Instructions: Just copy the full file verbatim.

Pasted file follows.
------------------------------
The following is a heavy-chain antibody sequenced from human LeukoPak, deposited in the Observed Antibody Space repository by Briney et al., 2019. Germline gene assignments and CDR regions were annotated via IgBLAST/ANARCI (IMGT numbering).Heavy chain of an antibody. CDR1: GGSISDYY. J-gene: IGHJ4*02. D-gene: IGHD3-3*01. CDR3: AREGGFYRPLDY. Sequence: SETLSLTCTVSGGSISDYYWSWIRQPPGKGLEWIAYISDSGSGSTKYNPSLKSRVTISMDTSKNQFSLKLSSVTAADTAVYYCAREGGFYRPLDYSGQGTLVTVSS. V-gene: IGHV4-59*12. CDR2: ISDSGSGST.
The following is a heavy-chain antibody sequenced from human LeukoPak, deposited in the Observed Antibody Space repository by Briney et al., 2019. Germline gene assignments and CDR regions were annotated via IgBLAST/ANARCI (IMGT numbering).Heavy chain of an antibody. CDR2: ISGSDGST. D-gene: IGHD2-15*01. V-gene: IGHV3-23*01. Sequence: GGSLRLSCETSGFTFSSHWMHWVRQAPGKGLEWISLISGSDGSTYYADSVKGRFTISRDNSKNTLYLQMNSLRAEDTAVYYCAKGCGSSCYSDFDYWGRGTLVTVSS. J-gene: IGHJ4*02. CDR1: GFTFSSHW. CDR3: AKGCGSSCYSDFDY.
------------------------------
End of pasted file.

The following is a heavy-chain antibody sequenced from human LeukoPak, deposited in the Observed Antibody Space repository by Briney et al., 2019. Germline gene assignments and CDR regions were annotated via IgBLAST/ANARCI (IMGT numbering).Heavy chain of an antibody. CDR1: GGSISDYY. J-gene: IGHJ4*02. D-gene: IGHD3-3*01. CDR3: AREGGFYRPLDY. Sequence: SETLSLTCTVSGGSISDYYWSWIRQPPGKGLEWIAYISDSGSGSTKYNPSLKSRVTISMDTSKNQFSLKLSSVTAADTAVYYCAREGGFYRPLDYSGQGTLVTVSS. V-gene: IGHV4-59*12. CDR2: ISDSGSGST.
The following is a heavy-chain antibody sequenced from human LeukoPak, deposited in the Observed Antibody Space repository by Briney et al., 2019. Germline gene assignments and CDR regions were annotated via IgBLAST/ANARCI (IMGT numbering).Heavy chain of an antibody. CDR2: ISGSDGST. D-gene: IGHD2-15*01. V-gene: IGHV3-23*01. Sequence: GGSLRLSCETSGFTFSSHWMHWVRQAPGKGLEWISLISGSDGSTYYADSVKGRFTISRDNSKNTLYLQMNSLRAEDTAVYYCAKGCGSSCYSDFDYWGRGTLVTVSS. J-gene: IGHJ4*02. CDR1: GFTFSSHW. CDR3: AKGCGSSCYSDFDY.